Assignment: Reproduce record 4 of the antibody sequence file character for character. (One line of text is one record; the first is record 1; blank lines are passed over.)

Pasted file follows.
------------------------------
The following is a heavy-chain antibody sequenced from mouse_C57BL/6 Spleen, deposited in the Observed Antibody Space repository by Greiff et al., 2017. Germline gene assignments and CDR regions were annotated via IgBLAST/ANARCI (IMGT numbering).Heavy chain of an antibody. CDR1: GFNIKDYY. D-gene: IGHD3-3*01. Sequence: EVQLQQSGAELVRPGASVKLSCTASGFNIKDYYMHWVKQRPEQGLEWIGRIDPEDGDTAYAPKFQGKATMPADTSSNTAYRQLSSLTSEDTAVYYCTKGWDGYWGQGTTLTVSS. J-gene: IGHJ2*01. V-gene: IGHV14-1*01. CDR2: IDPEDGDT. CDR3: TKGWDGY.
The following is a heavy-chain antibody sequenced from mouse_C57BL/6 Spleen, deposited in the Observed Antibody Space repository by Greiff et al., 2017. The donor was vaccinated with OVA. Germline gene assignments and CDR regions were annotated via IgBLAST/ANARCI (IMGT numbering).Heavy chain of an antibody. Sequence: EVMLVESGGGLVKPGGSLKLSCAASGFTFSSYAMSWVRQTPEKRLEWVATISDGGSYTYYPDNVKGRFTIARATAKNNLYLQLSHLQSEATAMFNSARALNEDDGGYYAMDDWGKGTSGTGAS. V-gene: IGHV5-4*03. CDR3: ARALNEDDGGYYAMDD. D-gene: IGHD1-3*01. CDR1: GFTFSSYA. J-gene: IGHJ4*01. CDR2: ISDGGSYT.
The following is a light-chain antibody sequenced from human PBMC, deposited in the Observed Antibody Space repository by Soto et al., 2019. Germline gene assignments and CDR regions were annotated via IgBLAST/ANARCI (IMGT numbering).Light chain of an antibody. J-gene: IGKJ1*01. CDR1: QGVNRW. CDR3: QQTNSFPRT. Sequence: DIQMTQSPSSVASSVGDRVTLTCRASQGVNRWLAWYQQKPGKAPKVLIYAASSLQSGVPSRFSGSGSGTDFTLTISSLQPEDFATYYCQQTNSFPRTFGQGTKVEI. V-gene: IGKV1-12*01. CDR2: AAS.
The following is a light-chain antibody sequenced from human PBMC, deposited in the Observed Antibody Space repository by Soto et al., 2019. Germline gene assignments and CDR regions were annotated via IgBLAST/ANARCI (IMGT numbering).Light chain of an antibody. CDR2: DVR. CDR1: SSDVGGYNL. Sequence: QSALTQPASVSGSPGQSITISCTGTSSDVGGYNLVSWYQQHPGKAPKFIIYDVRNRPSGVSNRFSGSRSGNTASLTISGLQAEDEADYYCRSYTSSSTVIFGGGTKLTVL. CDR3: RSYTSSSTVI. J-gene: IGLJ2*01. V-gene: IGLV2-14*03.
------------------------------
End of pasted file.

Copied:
The following is a light-chain antibody sequenced from human PBMC, deposited in the Observed Antibody Space repository by Soto et al., 2019. Germline gene assignments and CDR regions were annotated via IgBLAST/ANARCI (IMGT numbering).Light chain of an antibody. CDR2: DVR. CDR1: SSDVGGYNL. Sequence: QSALTQPASVSGSPGQSITISCTGTSSDVGGYNLVSWYQQHPGKAPKFIIYDVRNRPSGVSNRFSGSRSGNTASLTISGLQAEDEADYYCRSYTSSSTVIFGGGTKLTVL. CDR3: RSYTSSSTVI. J-gene: IGLJ2*01. V-gene: IGLV2-14*03.